The Leadership Development Trends in 2018
We’ve been hearing a lot over the years about the “war for talent,” “talent retention,” and “talent management” as being the most critical issues for companies, and these problems don’t seem to be going away. In fact, as global economies continue to evolve and grow, and processes and procedures become more and more automated, who and how we hire is even more important. Corporations, globally, are desperate for educated, solidly skilled, and well-trained employees.
The problem is not all talent comes prepared with all the necessary skills to be successful.
According to a study done by LinkedIn, 27 percent of North American businesses are going to spend more on internal learning programs in 2017. Specifically, the research showed that the subjects both small and large companies most want to focus on are 1) management and leadership skills, 2) technical skills, and 3) career development.
Here’s my take on what is most required, wanted, and useful for companies today, and what the leadership development trends for 2018 include:
Management and Leadership Skills
Top management must continue to learn to inspire, motivate, and empower their leadership teams. Listening to what’s needed “on the ground,” maybe even spending more time there, will give leaders the information they need to direct the company’s mission. Spending time developing for the first time, or revisiting the firm’s culture and values, allows leaders to standardize policies, systems, and best practices – particularly globally. And most importantly, communication is vital. The messages leadership sends virtually and in person are essential to creating a positive and productive atmosphere.
A leader doesn’t have to be dynamic and charming–just highly communicative and transparent.
Understanding diversity, especially generations, culture, and gender will be a top priority in 2018. How do diverse cultures perceive leadership? Whose job is it to make decisions? How will the up and coming workforce relate to hierarchy, organizational structure, etc.? What kind of work lives do they see for themselves? And then there’s gender. What types of organizations support more gender balance? How do we encourage more women to go for the top (if that’s what they want)?
With rapid advancements in digitalization, technical skills will, while still relevant, take a back seat to “soft skills.” That means knowing “soft skills” (which I think are hard) will be even more critical for frontline managers and those new to management. Studies have shown that 47 percent of managers don’t receive any training when they take a new leadership role. This lack of training can be especially detrimental to technical teams because now one of their leading techies just got promoted to management and suddenly their job shifts from expert to leading experts. If communication and delegation skills aren’t in place, there could be a real lack of knowledge transfer.
Technical skills are still necessary today. A firm may need to invest in more extensive and specialized training to remain competitive in sourcing talent. Assessing an employee’s abilities in critical thinking, analytical skills, and the state of their technical experience is crucial to know what talent you can leverage and what training needs to be done.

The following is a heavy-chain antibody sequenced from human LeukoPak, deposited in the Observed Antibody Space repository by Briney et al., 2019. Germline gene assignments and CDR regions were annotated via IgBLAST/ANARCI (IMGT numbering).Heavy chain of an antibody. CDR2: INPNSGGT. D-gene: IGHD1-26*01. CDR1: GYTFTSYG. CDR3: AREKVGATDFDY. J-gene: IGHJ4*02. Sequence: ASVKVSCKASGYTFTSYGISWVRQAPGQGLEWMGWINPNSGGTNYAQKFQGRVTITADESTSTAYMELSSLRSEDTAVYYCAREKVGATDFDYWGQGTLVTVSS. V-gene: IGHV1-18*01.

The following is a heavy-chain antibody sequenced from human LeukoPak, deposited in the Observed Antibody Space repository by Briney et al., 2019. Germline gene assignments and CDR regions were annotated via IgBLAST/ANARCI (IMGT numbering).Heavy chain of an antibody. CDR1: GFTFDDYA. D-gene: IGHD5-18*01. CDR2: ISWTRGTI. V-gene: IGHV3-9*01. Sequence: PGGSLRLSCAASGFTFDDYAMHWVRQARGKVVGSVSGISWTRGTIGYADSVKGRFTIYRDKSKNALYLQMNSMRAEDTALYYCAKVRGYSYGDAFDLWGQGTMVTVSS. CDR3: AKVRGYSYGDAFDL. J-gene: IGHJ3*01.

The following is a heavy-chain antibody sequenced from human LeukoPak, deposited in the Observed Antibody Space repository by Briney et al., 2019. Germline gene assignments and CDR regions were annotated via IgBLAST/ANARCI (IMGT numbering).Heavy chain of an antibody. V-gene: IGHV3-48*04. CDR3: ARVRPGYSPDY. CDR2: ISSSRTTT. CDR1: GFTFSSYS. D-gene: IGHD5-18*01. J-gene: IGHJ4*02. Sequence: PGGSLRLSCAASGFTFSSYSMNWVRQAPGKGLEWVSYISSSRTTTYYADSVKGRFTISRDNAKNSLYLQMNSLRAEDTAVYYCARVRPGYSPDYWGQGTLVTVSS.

A staggering 93 percent of managers feel they need training on how to coach their employees. Giving advice, mentoring, and delivering feedback are all routine aspects to management, but more and more direct reports need to take responsibility for solving problems, taking steps to action, and managing their own careers. Gone are the days of traditional career paths and step-by-step advancement. If a manager acts as a good coach, they not only take the pressure off of themselves to provide all the answers, avoid constant back and forth, they also empower their team to set and achieve their own goals — those that matter most to them.
My favorite model to use for coaching is the G.R.O.W. Model. Managers can easily learn and adapt this to their daily interactions with direct reports. The secret to coaching is to ask questions and reframe. As opposed to answering and solving. Marshall Goldsmith’s book, Coaching for Leadership, is an excellent resource for coach training. Also, the book I’m coming out with this year — The New Global Manager — will give practical advice and share the best methods for how to manage across diverse personalities, globally. Also on Twitter, an excellent resource for understanding what managers and employees go through in the career development process is Ask A Manager.
With the continuing need for superb talent, trained employees, and excellent managers, learning programs need funding, strong attention to detail, and expert instructional designers. The programs I have developed and run for organizations like SAP, LinkedIn, SpaceX, and SMA Solar are all focused on strong communication and interaction–the people skills we need both locally and globally.
A version of this post was first published on Inc.com.
Image Credit: A Health Blog, CC 2.0
ABOUT THE AUTHOR
Melissa Lamson is the CEO of Lamson Consulting, Founder of the highly popular leadership program for women, Advancement Strategies for Women, and creator of award-winning management programs for SpaceX, LinkedIn, and SAP. As an author, consultant, and speaker, Melissa accelerates the business expansion goals of today’s most successful companies by developing a global mindset, refining leadership skills, and bridging cross-cultural communication. More About Melissa Lamson